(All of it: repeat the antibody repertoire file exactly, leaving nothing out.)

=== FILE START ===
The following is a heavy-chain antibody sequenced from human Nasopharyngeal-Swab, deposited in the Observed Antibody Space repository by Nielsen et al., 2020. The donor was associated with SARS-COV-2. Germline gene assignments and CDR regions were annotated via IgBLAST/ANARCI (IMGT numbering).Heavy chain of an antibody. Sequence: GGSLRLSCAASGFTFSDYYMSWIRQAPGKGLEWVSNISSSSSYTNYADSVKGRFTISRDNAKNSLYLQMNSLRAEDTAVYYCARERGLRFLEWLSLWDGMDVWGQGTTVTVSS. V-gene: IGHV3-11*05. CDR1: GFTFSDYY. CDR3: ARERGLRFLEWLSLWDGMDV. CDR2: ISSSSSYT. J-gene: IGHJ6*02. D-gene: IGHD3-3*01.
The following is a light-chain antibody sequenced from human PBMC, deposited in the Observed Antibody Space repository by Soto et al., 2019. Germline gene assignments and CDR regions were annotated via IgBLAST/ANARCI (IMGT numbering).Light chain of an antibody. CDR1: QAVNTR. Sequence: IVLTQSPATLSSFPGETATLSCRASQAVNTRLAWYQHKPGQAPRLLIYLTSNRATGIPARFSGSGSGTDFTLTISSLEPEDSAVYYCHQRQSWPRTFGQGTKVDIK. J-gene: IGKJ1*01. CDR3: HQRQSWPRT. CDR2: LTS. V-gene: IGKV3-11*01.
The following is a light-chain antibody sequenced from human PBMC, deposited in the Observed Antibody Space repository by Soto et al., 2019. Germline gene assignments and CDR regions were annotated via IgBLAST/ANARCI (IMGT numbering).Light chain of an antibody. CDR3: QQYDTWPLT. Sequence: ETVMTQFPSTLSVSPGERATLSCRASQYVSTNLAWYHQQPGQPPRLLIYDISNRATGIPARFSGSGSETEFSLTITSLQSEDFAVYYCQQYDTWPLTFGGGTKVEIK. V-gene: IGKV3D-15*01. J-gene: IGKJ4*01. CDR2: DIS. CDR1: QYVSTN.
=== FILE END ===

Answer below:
The following is a heavy-chain antibody sequenced from human Nasopharyngeal-Swab, deposited in the Observed Antibody Space repository by Nielsen et al., 2020. The donor was associated with SARS-COV-2. Germline gene assignments and CDR regions were annotated via IgBLAST/ANARCI (IMGT numbering).Heavy chain of an antibody. Sequence: GGSLRLSCAASGFTFSDYYMSWIRQAPGKGLEWVSNISSSSSYTNYADSVKGRFTISRDNAKNSLYLQMNSLRAEDTAVYYCARERGLRFLEWLSLWDGMDVWGQGTTVTVSS. V-gene: IGHV3-11*05. CDR1: GFTFSDYY. CDR3: ARERGLRFLEWLSLWDGMDV. CDR2: ISSSSSYT. J-gene: IGHJ6*02. D-gene: IGHD3-3*01.
The following is a light-chain antibody sequenced from human PBMC, deposited in the Observed Antibody Space repository by Soto et al., 2019. Germline gene assignments and CDR regions were annotated via IgBLAST/ANARCI (IMGT numbering).Light chain of an antibody. CDR1: QAVNTR. Sequence: IVLTQSPATLSSFPGETATLSCRASQAVNTRLAWYQHKPGQAPRLLIYLTSNRATGIPARFSGSGSGTDFTLTISSLEPEDSAVYYCHQRQSWPRTFGQGTKVDIK. J-gene: IGKJ1*01. CDR3: HQRQSWPRT. CDR2: LTS. V-gene: IGKV3-11*01.
The following is a light-chain antibody sequenced from human PBMC, deposited in the Observed Antibody Space repository by Soto et al., 2019. Germline gene assignments and CDR regions were annotated via IgBLAST/ANARCI (IMGT numbering).Light chain of an antibody. CDR3: QQYDTWPLT. Sequence: ETVMTQFPSTLSVSPGERATLSCRASQYVSTNLAWYHQQPGQPPRLLIYDISNRATGIPARFSGSGSETEFSLTITSLQSEDFAVYYCQQYDTWPLTFGGGTKVEIK. V-gene: IGKV3D-15*01. J-gene: IGKJ4*01. CDR2: DIS. CDR1: QYVSTN.